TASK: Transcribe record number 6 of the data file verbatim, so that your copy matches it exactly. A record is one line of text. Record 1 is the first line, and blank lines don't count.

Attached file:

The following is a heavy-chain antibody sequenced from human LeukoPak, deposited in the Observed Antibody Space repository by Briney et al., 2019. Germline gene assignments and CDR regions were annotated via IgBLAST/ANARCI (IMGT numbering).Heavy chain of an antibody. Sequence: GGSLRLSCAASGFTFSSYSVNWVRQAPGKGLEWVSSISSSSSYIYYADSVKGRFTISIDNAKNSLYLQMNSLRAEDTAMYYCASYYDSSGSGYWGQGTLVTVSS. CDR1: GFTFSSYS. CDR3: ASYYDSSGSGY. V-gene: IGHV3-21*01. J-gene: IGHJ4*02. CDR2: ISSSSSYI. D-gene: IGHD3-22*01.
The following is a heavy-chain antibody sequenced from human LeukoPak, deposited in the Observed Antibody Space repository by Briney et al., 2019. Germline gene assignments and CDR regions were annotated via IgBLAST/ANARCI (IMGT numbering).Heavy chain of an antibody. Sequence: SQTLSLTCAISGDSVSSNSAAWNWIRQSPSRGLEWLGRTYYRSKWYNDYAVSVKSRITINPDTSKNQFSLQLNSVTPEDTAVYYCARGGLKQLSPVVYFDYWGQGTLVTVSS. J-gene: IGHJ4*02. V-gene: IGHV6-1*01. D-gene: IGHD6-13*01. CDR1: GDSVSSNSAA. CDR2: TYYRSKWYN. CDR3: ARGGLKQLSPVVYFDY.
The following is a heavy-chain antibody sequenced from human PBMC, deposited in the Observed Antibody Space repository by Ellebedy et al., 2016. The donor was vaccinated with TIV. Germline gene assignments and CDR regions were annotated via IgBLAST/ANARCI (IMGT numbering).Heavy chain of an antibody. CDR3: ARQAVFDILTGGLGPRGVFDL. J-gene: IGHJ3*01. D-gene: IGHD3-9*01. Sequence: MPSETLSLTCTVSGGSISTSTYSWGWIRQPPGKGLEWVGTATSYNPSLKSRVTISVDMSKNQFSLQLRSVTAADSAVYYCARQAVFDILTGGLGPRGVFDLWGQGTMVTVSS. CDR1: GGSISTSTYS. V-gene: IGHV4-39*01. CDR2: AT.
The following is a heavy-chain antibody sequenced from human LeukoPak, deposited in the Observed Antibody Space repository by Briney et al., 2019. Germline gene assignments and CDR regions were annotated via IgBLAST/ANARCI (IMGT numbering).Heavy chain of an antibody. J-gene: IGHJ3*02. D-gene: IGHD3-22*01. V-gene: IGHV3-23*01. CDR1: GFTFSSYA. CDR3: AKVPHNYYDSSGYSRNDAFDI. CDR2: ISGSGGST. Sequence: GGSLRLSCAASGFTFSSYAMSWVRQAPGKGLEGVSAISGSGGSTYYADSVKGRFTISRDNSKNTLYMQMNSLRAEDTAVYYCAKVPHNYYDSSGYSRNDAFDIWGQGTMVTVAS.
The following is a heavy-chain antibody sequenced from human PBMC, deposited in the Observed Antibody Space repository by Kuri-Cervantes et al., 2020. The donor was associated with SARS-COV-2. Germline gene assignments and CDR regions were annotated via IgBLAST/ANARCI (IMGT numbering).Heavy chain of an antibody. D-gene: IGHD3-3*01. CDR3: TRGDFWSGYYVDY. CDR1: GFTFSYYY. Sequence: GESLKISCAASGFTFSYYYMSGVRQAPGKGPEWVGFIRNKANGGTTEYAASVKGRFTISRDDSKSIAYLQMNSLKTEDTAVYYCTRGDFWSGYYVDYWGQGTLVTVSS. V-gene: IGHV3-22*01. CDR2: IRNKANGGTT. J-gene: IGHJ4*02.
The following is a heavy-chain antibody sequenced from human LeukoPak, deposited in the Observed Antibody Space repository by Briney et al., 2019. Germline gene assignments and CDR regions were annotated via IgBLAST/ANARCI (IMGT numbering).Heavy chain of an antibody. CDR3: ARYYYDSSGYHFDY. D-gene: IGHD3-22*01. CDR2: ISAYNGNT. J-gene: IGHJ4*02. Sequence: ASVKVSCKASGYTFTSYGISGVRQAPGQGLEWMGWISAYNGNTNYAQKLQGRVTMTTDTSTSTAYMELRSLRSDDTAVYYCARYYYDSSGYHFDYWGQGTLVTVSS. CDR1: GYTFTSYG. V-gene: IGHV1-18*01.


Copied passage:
The following is a heavy-chain antibody sequenced from human LeukoPak, deposited in the Observed Antibody Space repository by Briney et al., 2019. Germline gene assignments and CDR regions were annotated via IgBLAST/ANARCI (IMGT numbering).Heavy chain of an antibody. CDR3: ARYYYDSSGYHFDY. D-gene: IGHD3-22*01. CDR2: ISAYNGNT. J-gene: IGHJ4*02. Sequence: ASVKVSCKASGYTFTSYGISGVRQAPGQGLEWMGWISAYNGNTNYAQKLQGRVTMTTDTSTSTAYMELRSLRSDDTAVYYCARYYYDSSGYHFDYWGQGTLVTVSS. CDR1: GYTFTSYG. V-gene: IGHV1-18*01.